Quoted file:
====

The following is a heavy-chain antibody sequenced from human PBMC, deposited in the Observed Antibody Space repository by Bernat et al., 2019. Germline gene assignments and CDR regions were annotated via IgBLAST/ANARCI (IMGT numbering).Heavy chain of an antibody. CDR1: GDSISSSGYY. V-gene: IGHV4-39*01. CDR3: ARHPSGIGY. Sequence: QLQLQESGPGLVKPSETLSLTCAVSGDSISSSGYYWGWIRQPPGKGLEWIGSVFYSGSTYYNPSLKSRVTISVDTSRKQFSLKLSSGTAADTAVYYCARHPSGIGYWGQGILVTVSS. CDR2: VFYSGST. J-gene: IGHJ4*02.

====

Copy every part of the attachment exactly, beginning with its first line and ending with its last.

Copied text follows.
The following is a heavy-chain antibody sequenced from human PBMC, deposited in the Observed Antibody Space repository by Bernat et al., 2019. Germline gene assignments and CDR regions were annotated via IgBLAST/ANARCI (IMGT numbering).Heavy chain of an antibody. CDR1: GDSISSSGYY. V-gene: IGHV4-39*01. CDR3: ARHPSGIGY. Sequence: QLQLQESGPGLVKPSETLSLTCAVSGDSISSSGYYWGWIRQPPGKGLEWIGSVFYSGSTYYNPSLKSRVTISVDTSRKQFSLKLSSGTAADTAVYYCARHPSGIGYWGQGILVTVSS. CDR2: VFYSGST. J-gene: IGHJ4*02.